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The People v. Martin

Supreme Court of Illinois
Nov 18, 1942
46 N.E.2d 997 (Ill. 1942)


In Martin, police illegally searched the office of suspected abortionists and seized records containing the names of women upon whom abortions had been performed.

Summary of this case from United States ex Rel. Hudson v. Brierton


No. 26908. Reversed and remanded.

Opinion filed November 18, 1942. Rehearing denied March 11, 1943.

WRIT OF ERROR to the Criminal Court of Cook county; the Hon. JOHN F. HAAS, Judge, presiding.

DARROW, SMITH CARLIN, and EVERETT JENNINGS, (W.W. SMITH, of counsel,) for plaintiffs in error.

GEORGE F. BARRETT, Attorney General, and THOMAS J. COURTNEY, State's Attorney, (EDWARD E. WILSON, JOHN T. GALLAGHER, and MELVIN S. REMBE, of counsel,) for the People.

Plaintiffs in error, Ada Martin and Josephine Kuder, on a trial before the criminal court of Cook county without a jury, were convicted of the crime of conspiracy to commit abortion, and sentenced to confinement in the penitentiary. One of the principal contentions made for the reversal of the cause is the obtaining of evidence, claimed to have been instrumental in the conviction of plaintiffs in error, by an unlawful search of their office, and seizure of certain books, records and papers, from which information was received disclosing the names of witnesses, who were subsequently used upon the trial. The point involves a construction of the constitution of the State of Illinois as well as the constitution of the United States, and is ground for a direct appeal to this court. People v. Spain, 307 Ill. 283; People v. McGurn, 341 id. 632; People v. Humphreys, 353 id. 340.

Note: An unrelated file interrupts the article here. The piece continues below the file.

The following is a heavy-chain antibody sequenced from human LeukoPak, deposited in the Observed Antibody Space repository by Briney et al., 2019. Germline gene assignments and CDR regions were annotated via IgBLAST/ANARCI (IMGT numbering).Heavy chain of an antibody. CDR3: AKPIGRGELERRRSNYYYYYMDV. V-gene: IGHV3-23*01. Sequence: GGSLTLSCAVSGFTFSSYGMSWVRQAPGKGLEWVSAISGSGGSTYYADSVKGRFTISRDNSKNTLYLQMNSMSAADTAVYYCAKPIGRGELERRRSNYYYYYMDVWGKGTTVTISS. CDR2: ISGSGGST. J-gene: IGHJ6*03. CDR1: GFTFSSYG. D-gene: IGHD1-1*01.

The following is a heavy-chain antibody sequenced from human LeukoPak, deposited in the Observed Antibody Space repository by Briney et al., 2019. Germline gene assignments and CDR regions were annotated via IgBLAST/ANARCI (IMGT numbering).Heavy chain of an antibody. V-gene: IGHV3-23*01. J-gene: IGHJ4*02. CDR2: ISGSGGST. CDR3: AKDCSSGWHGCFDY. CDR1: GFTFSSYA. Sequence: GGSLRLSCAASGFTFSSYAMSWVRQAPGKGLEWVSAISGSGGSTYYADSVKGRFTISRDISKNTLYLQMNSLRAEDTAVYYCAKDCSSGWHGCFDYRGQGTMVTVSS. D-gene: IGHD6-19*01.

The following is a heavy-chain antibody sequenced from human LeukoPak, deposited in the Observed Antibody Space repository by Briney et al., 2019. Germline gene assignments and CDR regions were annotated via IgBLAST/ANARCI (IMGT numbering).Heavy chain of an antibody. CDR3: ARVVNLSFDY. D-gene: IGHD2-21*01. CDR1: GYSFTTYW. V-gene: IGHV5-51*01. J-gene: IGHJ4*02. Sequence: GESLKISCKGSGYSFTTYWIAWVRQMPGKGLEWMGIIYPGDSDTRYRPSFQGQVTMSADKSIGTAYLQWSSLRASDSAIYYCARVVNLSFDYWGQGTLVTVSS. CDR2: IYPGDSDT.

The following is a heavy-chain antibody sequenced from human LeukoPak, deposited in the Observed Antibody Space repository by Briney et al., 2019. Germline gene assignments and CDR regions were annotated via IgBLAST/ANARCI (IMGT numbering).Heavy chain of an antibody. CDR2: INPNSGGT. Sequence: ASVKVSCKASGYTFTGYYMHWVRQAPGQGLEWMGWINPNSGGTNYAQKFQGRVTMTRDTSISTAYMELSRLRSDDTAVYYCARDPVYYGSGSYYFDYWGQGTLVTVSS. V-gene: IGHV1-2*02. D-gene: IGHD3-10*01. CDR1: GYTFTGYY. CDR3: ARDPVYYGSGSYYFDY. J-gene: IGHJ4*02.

Upon the trial of the cause Ada Martin filed a petition in support of motion to suppress evidence obtained by an unlawful search and seizure of her premises. The defendant Josephine Kuder made a motion to join in and have the benefit of the ruling of the court upon the petition to suppress, but this was denied by the court and exception taken. The court sustained the motion to suppress the papers, records and documents unlawfully seized, but refused to sustain objections to the testimony of witnesses who were discovered by use of the papers obtained in such unlawful search and used by the prosecution.

The facts disclose the police obtained information February 1, 1941, an abortion had been committed upon a certain woman, and upon talking with her learned this crime had been committed at No. 190 North State street in the city of Chicago, one of the offices of plaintiffs in error; that this information was related to Samuel Papanek, an assistant State's Attorney, and February 7, 1941, two police officers, together with some officers from the State's Attorney's office, went to No. 190 North State street and entered therein and arrested both of the defendants, and while in the office, without any search warrant or legal process, searched the premises and removed therefrom certain books, papers, records and personal property and delivered same to the office of the State's Attorney; that later, February 13, 1941, in like manner the police officers of the city of Chicago, without consent or permission, entered a certain office at No. 127 North Dearborn street, in the city of Chicago, in the possession of Ada Martin, and without a search warrant or other legal right, destroyed the combination and lock on a vault in said office and carried away records, books and other personal property belonging to Ada Martin and delivered them to the office of the State's Attorney. And later, April 29, 1941, when the daughter of Ada Martin was killed by a police officer in her home, the said Papanek and police officers appeared at the home of defendant Ada Martin and detained her and her husband and held them in custody, and without warrant or authority ransacked and searched the premises of defendants and removed certain papers and effects, and among others several envelopes containing names, addresses and data pertaining to certain persons whose names are endorsed upon the indictment.